Another was always in and out "because of his leg." It was quite true that he had a sore place on his leg, but the medical officer, who knew him of old, hinted that that sore place was as good as an old-age pension to him, and that it was not very likely that he would allow it to heal. He was otherwise an able-bodied, healthy man.

Another strong, active young man who "could not get work," was passing his time in a flirtation with one of the ladies on the other side of the House. An intercepted letter, which ran as follows, was one day laid before the Guardians:—

"Dear liz lizey I am going out on Monday. If you like you can come with me. I shall wait for you at the prince of wails, yrs. truly, Bill."

Flirtations of this kind are by no means uncommon in workhouse life. Probably every workhouse has its in-and-out couple who have originally been "married by the chaplain of the workhouse." Sometimes even the aged succumb. Two old men have taken to themselves wives from amongst the female inmates. In neither case, unfortunately, have the marriages turned out happily. "She isn't at all the sort of woman I expected," said one of them plaintively; "she drinks a bit."

The allowance of "extra diet to helpers" is a difficult question. It is probably not uncommon in London workhouses, and doubtless counts as one of the attractions to the able-bodied. At first sight it would appear that if a man or woman can work inside a workhouse they can work outside, and that they would be better outside. If, however, they prefer to remain in, then they should work for their keep. In neither case is it good either for them or for the ratepayers to bribe them to stay. It is assumed, of course, that the workhouse has a proper and sufficient dietary scale.

There are some who think that the able-bodied day-room, both on the men's side and on the women's, has its charms for a certain class of inmate. They are said to be scenes of a certain rough conviviality, not always of too lofty a tone, which is dear to the heart of the able-bodied in-and-out. The supervision is often not very stringent, and one has heard of such things as card-playing, chuck-penny, and other similar amusements being carried on there sub rosa. One Board of Guardians at least has interfered with such amusements by appointing "mental instructors," whose business it is to spend a certain time in the day-rooms, and to endeavour to influence their inhabitants in the right direction.

The question of the able-bodied inmate has been much discussed during the last few years. We have heard much of "paupers' paradises" and the like, which shows which way the wind blows though the particular Board gibbeted is often no worse than its neighbours.

In illustration of the attractiveness of the workhouse for able-bodied women, two stories may be quoted, both quite authentic, from the same workhouse. In both cases situations had been found for the women by the matron or otherwise. In the first case, the inmate in question consented to go to the situation, but represented that she must be back at the workhouse in time for the "Christmas entertainment." In the other case, that of a girl with an illegitimate child, she went to the situation, but soon came back to the workhouse, as she said that the work was not so hard there, and the hours were shorter. Moreover, in private service she had to get her own breakfast.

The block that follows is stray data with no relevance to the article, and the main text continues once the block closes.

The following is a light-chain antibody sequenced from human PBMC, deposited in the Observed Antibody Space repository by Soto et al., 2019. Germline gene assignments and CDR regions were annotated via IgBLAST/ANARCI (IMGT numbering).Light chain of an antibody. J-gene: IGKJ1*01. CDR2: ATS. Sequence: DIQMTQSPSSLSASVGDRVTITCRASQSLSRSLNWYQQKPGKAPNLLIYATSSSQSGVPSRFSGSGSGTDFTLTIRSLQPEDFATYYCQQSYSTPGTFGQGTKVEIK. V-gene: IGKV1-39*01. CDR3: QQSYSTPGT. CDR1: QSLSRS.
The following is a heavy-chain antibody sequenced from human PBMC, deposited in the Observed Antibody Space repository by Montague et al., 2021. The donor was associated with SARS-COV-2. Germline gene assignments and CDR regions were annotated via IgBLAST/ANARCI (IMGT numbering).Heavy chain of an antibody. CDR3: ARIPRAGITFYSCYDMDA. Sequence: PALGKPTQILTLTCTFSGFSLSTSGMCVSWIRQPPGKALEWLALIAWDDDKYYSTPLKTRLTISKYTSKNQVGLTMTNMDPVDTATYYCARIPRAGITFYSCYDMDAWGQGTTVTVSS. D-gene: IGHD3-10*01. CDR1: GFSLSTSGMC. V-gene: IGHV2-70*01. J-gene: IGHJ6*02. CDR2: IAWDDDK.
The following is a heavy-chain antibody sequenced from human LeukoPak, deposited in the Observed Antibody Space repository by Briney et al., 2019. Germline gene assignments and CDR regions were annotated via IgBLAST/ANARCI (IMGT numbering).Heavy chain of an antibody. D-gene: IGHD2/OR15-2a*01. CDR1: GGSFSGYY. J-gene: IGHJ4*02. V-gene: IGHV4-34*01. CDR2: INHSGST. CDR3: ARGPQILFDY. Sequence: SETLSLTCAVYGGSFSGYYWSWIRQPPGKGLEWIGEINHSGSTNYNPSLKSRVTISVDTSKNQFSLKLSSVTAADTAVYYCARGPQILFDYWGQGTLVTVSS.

The following lines, accompanied by a cartoon, were sent to the writer by an inmate who had evidently been studying this question:—

"I'm the able-bodied Fee-Foh-Fum—
From the warm workhouse ward I come;
And whether they can or cannot pay,
I swallow ratepayers every day."

There are a few other points in connection with workhouse management. The first is whether it is wise to give clothes to those who are leaving the workhouse. Of course there are times when it is necessary to do this. The inmates' own clothes may have been lost or destroyed, or a friendless man may be discharged from the infirmary, and the doctor may certify that his own clothing is insufficient to keep him warm. Or it may be a case in which a girl or young woman is to be sent to service. If it were certain that nothing but the want of a coat or a pair of boots stood between an able-bodied man and his chances of work, we should all get them for him somehow. If the matter rested there, and were confined to such cases, it would hardly be necessary to allude to the subject. In some workhouses, however, the giving away of clothes has attained very considerable proportions, as is evident from the fact that the Local Government Board has issued a special minute upon the subject. A gentleman of great experience said a few days ago, in reply to the question: "Does your Board give away clothes?"—"Of course it does. Often a man who comes before it says, 'If you will give me a pair of boots I will tramp away, and you shall never hear of me again,' and my Board think that the cheapest thing to do is to give him a pair of boots."